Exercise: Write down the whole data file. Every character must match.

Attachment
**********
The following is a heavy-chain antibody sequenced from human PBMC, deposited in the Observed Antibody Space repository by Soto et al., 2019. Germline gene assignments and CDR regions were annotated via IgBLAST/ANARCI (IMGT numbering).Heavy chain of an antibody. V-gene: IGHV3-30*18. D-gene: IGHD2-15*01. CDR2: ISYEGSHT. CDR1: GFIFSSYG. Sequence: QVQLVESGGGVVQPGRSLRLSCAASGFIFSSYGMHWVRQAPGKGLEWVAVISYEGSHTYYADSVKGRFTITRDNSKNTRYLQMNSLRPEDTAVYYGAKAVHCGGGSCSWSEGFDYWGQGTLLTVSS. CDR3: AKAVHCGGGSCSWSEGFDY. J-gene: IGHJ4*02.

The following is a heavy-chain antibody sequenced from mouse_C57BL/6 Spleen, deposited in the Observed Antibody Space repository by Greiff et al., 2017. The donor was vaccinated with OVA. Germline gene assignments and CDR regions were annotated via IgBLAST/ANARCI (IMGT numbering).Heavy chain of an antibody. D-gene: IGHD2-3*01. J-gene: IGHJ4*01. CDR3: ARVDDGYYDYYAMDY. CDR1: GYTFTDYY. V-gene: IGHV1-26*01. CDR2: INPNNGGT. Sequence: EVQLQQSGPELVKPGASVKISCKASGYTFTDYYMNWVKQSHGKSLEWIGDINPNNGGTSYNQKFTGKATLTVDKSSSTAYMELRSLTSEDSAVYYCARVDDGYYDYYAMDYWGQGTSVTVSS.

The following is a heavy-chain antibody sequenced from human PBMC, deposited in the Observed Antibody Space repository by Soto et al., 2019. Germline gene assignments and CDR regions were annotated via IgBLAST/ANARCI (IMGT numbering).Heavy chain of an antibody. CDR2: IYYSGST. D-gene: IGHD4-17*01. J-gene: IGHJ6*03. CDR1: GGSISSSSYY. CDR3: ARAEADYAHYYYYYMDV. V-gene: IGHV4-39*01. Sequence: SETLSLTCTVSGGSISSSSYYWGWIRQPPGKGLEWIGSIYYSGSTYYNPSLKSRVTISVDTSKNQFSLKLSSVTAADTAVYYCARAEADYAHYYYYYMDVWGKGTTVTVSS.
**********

The following is a heavy-chain antibody sequenced from human PBMC, deposited in the Observed Antibody Space repository by Soto et al., 2019. Germline gene assignments and CDR regions were annotated via IgBLAST/ANARCI (IMGT numbering).Heavy chain of an antibody. V-gene: IGHV3-30*18. D-gene: IGHD2-15*01. CDR2: ISYEGSHT. CDR1: GFIFSSYG. Sequence: QVQLVESGGGVVQPGRSLRLSCAASGFIFSSYGMHWVRQAPGKGLEWVAVISYEGSHTYYADSVKGRFTITRDNSKNTRYLQMNSLRPEDTAVYYGAKAVHCGGGSCSWSEGFDYWGQGTLLTVSS. CDR3: AKAVHCGGGSCSWSEGFDY. J-gene: IGHJ4*02.

The following is a heavy-chain antibody sequenced from mouse_C57BL/6 Spleen, deposited in the Observed Antibody Space repository by Greiff et al., 2017. The donor was vaccinated with OVA. Germline gene assignments and CDR regions were annotated via IgBLAST/ANARCI (IMGT numbering).Heavy chain of an antibody. D-gene: IGHD2-3*01. J-gene: IGHJ4*01. CDR3: ARVDDGYYDYYAMDY. CDR1: GYTFTDYY. V-gene: IGHV1-26*01. CDR2: INPNNGGT. Sequence: EVQLQQSGPELVKPGASVKISCKASGYTFTDYYMNWVKQSHGKSLEWIGDINPNNGGTSYNQKFTGKATLTVDKSSSTAYMELRSLTSEDSAVYYCARVDDGYYDYYAMDYWGQGTSVTVSS.

The following is a heavy-chain antibody sequenced from human PBMC, deposited in the Observed Antibody Space repository by Soto et al., 2019. Germline gene assignments and CDR regions were annotated via IgBLAST/ANARCI (IMGT numbering).Heavy chain of an antibody. CDR2: IYYSGST. D-gene: IGHD4-17*01. J-gene: IGHJ6*03. CDR1: GGSISSSSYY. CDR3: ARAEADYAHYYYYYMDV. V-gene: IGHV4-39*01. Sequence: SETLSLTCTVSGGSISSSSYYWGWIRQPPGKGLEWIGSIYYSGSTYYNPSLKSRVTISVDTSKNQFSLKLSSVTAADTAVYYCARAEADYAHYYYYYMDVWGKGTTVTVSS.